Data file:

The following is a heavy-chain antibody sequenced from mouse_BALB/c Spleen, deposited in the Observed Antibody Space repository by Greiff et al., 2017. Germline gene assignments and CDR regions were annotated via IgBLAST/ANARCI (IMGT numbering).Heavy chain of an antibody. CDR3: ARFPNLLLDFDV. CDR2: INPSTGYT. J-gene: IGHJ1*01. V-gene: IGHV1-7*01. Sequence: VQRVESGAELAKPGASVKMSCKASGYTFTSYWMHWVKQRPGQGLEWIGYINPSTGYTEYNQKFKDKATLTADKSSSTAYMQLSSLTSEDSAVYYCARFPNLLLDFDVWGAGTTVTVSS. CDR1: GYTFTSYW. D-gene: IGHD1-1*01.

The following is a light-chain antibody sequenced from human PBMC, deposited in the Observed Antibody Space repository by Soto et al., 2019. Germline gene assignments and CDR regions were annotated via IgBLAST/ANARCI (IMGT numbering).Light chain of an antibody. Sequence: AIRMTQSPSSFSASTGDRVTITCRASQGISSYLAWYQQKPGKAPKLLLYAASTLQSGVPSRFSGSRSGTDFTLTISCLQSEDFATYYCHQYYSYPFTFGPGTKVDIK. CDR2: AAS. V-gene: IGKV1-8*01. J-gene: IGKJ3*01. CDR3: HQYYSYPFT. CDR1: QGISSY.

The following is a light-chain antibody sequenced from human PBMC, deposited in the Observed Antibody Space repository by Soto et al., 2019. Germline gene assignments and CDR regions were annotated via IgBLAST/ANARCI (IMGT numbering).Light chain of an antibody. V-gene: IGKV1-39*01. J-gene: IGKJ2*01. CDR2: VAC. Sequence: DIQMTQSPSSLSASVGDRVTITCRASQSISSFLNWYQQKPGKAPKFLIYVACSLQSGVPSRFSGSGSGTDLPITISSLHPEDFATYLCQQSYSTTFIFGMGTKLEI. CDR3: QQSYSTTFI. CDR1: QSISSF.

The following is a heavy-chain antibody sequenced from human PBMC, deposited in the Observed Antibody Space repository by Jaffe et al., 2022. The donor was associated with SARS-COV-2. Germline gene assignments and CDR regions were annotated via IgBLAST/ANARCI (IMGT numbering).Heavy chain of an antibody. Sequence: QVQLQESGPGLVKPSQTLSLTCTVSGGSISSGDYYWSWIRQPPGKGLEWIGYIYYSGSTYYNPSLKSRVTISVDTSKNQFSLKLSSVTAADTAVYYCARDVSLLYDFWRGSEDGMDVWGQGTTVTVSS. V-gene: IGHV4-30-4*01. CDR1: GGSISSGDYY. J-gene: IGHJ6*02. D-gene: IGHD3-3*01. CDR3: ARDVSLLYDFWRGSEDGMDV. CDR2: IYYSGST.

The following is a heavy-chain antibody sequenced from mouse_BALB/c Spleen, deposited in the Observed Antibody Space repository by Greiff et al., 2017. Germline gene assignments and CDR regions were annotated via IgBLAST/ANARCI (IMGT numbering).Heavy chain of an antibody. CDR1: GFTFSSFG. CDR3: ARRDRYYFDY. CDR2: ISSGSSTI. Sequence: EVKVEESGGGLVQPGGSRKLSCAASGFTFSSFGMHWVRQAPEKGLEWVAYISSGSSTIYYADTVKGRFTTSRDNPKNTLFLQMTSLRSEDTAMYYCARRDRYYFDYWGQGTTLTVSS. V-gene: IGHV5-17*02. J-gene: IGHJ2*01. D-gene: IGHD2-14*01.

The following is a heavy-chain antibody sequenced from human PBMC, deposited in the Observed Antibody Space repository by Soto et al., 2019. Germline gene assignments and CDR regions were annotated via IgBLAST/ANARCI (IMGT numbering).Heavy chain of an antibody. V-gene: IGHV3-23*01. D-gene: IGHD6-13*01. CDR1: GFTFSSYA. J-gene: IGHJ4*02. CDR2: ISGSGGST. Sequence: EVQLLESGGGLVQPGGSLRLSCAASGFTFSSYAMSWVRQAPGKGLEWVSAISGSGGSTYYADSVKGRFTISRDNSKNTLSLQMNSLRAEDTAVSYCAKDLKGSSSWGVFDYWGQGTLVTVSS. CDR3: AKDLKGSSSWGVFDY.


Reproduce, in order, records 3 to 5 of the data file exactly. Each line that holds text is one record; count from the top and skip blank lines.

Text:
The following is a light-chain antibody sequenced from human PBMC, deposited in the Observed Antibody Space repository by Soto et al., 2019. Germline gene assignments and CDR regions were annotated via IgBLAST/ANARCI (IMGT numbering).Light chain of an antibody. V-gene: IGKV1-39*01. J-gene: IGKJ2*01. CDR2: VAC. Sequence: DIQMTQSPSSLSASVGDRVTITCRASQSISSFLNWYQQKPGKAPKFLIYVACSLQSGVPSRFSGSGSGTDLPITISSLHPEDFATYLCQQSYSTTFIFGMGTKLEI. CDR3: QQSYSTTFI. CDR1: QSISSF.

The following is a heavy-chain antibody sequenced from human PBMC, deposited in the Observed Antibody Space repository by Jaffe et al., 2022. The donor was associated with SARS-COV-2. Germline gene assignments and CDR regions were annotated via IgBLAST/ANARCI (IMGT numbering).Heavy chain of an antibody. Sequence: QVQLQESGPGLVKPSQTLSLTCTVSGGSISSGDYYWSWIRQPPGKGLEWIGYIYYSGSTYYNPSLKSRVTISVDTSKNQFSLKLSSVTAADTAVYYCARDVSLLYDFWRGSEDGMDVWGQGTTVTVSS. V-gene: IGHV4-30-4*01. CDR1: GGSISSGDYY. J-gene: IGHJ6*02. D-gene: IGHD3-3*01. CDR3: ARDVSLLYDFWRGSEDGMDV. CDR2: IYYSGST.

The following is a heavy-chain antibody sequenced from mouse_BALB/c Spleen, deposited in the Observed Antibody Space repository by Greiff et al., 2017. Germline gene assignments and CDR regions were annotated via IgBLAST/ANARCI (IMGT numbering).Heavy chain of an antibody. CDR1: GFTFSSFG. CDR3: ARRDRYYFDY. CDR2: ISSGSSTI. Sequence: EVKVEESGGGLVQPGGSRKLSCAASGFTFSSFGMHWVRQAPEKGLEWVAYISSGSSTIYYADTVKGRFTTSRDNPKNTLFLQMTSLRSEDTAMYYCARRDRYYFDYWGQGTTLTVSS. V-gene: IGHV5-17*02. J-gene: IGHJ2*01. D-gene: IGHD2-14*01.